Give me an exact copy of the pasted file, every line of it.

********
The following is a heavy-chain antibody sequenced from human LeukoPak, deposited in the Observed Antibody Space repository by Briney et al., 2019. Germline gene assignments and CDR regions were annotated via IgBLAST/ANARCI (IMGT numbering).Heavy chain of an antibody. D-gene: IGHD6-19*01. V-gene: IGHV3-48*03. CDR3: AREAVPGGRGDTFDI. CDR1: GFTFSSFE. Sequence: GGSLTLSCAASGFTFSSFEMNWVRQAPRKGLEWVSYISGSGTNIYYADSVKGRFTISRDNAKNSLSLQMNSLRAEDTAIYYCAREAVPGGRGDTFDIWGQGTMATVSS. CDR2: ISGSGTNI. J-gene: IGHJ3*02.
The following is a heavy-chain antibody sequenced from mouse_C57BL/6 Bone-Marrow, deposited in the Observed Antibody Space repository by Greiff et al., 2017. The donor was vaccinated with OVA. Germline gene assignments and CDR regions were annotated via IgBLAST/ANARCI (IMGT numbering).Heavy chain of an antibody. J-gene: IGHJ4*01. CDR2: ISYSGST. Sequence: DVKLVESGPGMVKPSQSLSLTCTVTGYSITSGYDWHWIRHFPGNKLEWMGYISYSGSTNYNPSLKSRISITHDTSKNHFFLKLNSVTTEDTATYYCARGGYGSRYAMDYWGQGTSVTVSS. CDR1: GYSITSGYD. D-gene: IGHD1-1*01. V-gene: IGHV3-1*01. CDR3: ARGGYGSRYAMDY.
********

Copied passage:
The following is a heavy-chain antibody sequenced from human LeukoPak, deposited in the Observed Antibody Space repository by Briney et al., 2019. Germline gene assignments and CDR regions were annotated via IgBLAST/ANARCI (IMGT numbering).Heavy chain of an antibody. D-gene: IGHD6-19*01. V-gene: IGHV3-48*03. CDR3: AREAVPGGRGDTFDI. CDR1: GFTFSSFE. Sequence: GGSLTLSCAASGFTFSSFEMNWVRQAPRKGLEWVSYISGSGTNIYYADSVKGRFTISRDNAKNSLSLQMNSLRAEDTAIYYCAREAVPGGRGDTFDIWGQGTMATVSS. CDR2: ISGSGTNI. J-gene: IGHJ3*02.
The following is a heavy-chain antibody sequenced from mouse_C57BL/6 Bone-Marrow, deposited in the Observed Antibody Space repository by Greiff et al., 2017. The donor was vaccinated with OVA. Germline gene assignments and CDR regions were annotated via IgBLAST/ANARCI (IMGT numbering).Heavy chain of an antibody. J-gene: IGHJ4*01. CDR2: ISYSGST. Sequence: DVKLVESGPGMVKPSQSLSLTCTVTGYSITSGYDWHWIRHFPGNKLEWMGYISYSGSTNYNPSLKSRISITHDTSKNHFFLKLNSVTTEDTATYYCARGGYGSRYAMDYWGQGTSVTVSS. CDR1: GYSITSGYD. D-gene: IGHD1-1*01. V-gene: IGHV3-1*01. CDR3: ARGGYGSRYAMDY.